Lime is a nasty substance. The stuff would form a fine layer on the skin of my arms regardless of whether or not I wore long sleeves, and it was just alkali enough to combine with my sweat and burn my skin like a day at the beach. Jaime and David worked on a much nastier machine. They would mix bags of calcium stearate, the nastiest hydrophobic substance known to man, with a milder powder known as hexamethylenetetraamine, or 'hex'. That stuff was grossly unpleasant. Dust hung in the air throughout the factory, and we all used every respite to step outside, if only for a little while, and the noise was ever there. For an 18 year old boy, this was a much, much better way to spend the last summer before college, than to vegetate, to work in a summer camp, or in a fast food store.

Apart from the drudge machine work, there was the cleaning. Sweeping meant also picking up forklift grime, which was a combination of the dust in the factory, dirt from the outside, water, and flakes off the forklift tires. There was also the mopping, but the vacuuming was the best part of it all. The vacuum cleaner was essentially an electric elephant on wheels. It had just the right shape and size.

Apart from Jaime and David, we had Jim, Al, Bert, and John. Al was a retired machine operator. He only worked part time to augment his Social Security checks. He was also the most competent guy in the plant. Bert, our foreman, knew this. The stresses of dealing with the rest of us wore him down before my eyes. His inability to communicate with Jaime and David was his first problem. Then came my lousy hearing. But there was more.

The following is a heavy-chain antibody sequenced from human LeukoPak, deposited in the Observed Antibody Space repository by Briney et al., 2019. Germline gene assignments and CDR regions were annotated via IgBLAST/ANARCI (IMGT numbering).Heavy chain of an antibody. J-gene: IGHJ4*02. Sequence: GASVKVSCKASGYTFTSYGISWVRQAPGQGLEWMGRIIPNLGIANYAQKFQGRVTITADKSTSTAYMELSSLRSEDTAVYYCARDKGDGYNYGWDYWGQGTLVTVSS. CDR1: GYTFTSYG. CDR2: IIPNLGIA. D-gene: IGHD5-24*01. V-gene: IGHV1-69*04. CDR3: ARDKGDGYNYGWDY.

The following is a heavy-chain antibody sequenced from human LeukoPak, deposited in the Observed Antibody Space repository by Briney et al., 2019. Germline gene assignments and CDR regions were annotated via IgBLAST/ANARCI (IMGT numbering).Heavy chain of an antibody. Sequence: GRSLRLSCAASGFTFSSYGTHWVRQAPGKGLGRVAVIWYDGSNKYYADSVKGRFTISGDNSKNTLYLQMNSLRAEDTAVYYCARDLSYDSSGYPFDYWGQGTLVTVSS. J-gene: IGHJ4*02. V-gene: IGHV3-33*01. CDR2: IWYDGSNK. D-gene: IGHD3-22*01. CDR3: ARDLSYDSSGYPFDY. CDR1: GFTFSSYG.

John was a lush. I only saw him twice while I worked there. The first time he worked in his end of the factory, and I worked in mine, but Walt (the factory owner) mentioned in passing that I should report him if he started hitting the bottle. The next day he did. Walt, Al, and Bert helped him to Bert's car and drove him home. It sure looked different from television. John wasn't scary, or funny. Just sad, but Walt thought nothing of it. It had happened before. John would sit just outside and sip from his flask until he could no longer stand up and run the machines. I ran John's machine for the rest of that day. It was simpler. This machine would grind soap scraps to grains the size of cat litter. No dust. No fuss. No lime. It was a good day.

Another machine I operated on was set up to grind Southern Illinois coal. This was for a study on how to remove sulfur from he coal and attack the acid rain problem. This machine was usually Jim's turf; I only got it on occasion. But then, at 2:30 every day, we'd punch out and start walking back. A bus would take us to the El, through a different part of the industrial area. By then it would be fully warm. The uncurbed roads would lead along swollen drainage ditches through the once swamp, then farm, then suburb, and now factory turf. David would scan the ditches for rubbish. One time he scored a naked Barbie doll for his daughter. I'm not sure what he did for clothes for the doll. Jim would stop at the first gas station and buy lottery tickets. He always knew what the upcoming lotto prize was. (A large road sign along the way was always up to date.) The one time he didn't remember he asked me. "I'm not a gamblin' man, Jim," I told him. "Y'oughta be, Omri, it's where the money is." I took it no further. The lottery and the Golden Gloves were what Jim did outside of work. He offered to let me do ringside for him the next time the Golden Gloves were in town. I declined the kind offer.